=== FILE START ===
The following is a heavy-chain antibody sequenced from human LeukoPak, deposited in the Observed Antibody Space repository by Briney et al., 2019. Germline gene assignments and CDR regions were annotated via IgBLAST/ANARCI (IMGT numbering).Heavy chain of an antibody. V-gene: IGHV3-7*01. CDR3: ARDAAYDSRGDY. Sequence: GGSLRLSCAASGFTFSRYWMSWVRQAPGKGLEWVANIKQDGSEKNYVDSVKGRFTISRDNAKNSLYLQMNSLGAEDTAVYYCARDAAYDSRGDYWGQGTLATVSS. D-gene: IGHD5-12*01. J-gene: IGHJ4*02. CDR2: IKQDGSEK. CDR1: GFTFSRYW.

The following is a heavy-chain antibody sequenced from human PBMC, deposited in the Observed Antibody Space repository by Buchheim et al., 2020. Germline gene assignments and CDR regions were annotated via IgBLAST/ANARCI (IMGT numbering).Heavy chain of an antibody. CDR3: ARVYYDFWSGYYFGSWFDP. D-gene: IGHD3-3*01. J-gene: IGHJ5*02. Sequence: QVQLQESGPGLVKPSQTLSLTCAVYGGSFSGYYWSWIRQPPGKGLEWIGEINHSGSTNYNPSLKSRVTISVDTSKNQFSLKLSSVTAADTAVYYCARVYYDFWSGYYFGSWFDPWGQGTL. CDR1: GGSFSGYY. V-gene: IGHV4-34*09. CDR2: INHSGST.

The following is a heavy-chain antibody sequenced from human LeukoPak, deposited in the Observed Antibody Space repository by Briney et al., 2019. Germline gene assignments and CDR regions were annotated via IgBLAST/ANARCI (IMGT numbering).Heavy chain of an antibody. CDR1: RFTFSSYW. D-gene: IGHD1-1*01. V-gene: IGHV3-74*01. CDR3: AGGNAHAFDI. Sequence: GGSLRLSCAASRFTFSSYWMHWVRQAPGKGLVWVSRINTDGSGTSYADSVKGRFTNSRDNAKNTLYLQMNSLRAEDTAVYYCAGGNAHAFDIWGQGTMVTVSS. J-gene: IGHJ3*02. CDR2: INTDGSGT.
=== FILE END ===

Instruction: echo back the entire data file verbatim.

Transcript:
The following is a heavy-chain antibody sequenced from human LeukoPak, deposited in the Observed Antibody Space repository by Briney et al., 2019. Germline gene assignments and CDR regions were annotated via IgBLAST/ANARCI (IMGT numbering).Heavy chain of an antibody. V-gene: IGHV3-7*01. CDR3: ARDAAYDSRGDY. Sequence: GGSLRLSCAASGFTFSRYWMSWVRQAPGKGLEWVANIKQDGSEKNYVDSVKGRFTISRDNAKNSLYLQMNSLGAEDTAVYYCARDAAYDSRGDYWGQGTLATVSS. D-gene: IGHD5-12*01. J-gene: IGHJ4*02. CDR2: IKQDGSEK. CDR1: GFTFSRYW.

The following is a heavy-chain antibody sequenced from human PBMC, deposited in the Observed Antibody Space repository by Buchheim et al., 2020. Germline gene assignments and CDR regions were annotated via IgBLAST/ANARCI (IMGT numbering).Heavy chain of an antibody. CDR3: ARVYYDFWSGYYFGSWFDP. D-gene: IGHD3-3*01. J-gene: IGHJ5*02. Sequence: QVQLQESGPGLVKPSQTLSLTCAVYGGSFSGYYWSWIRQPPGKGLEWIGEINHSGSTNYNPSLKSRVTISVDTSKNQFSLKLSSVTAADTAVYYCARVYYDFWSGYYFGSWFDPWGQGTL. CDR1: GGSFSGYY. V-gene: IGHV4-34*09. CDR2: INHSGST.

The following is a heavy-chain antibody sequenced from human LeukoPak, deposited in the Observed Antibody Space repository by Briney et al., 2019. Germline gene assignments and CDR regions were annotated via IgBLAST/ANARCI (IMGT numbering).Heavy chain of an antibody. CDR1: RFTFSSYW. D-gene: IGHD1-1*01. V-gene: IGHV3-74*01. CDR3: AGGNAHAFDI. Sequence: GGSLRLSCAASRFTFSSYWMHWVRQAPGKGLVWVSRINTDGSGTSYADSVKGRFTNSRDNAKNTLYLQMNSLRAEDTAVYYCAGGNAHAFDIWGQGTMVTVSS. J-gene: IGHJ3*02. CDR2: INTDGSGT.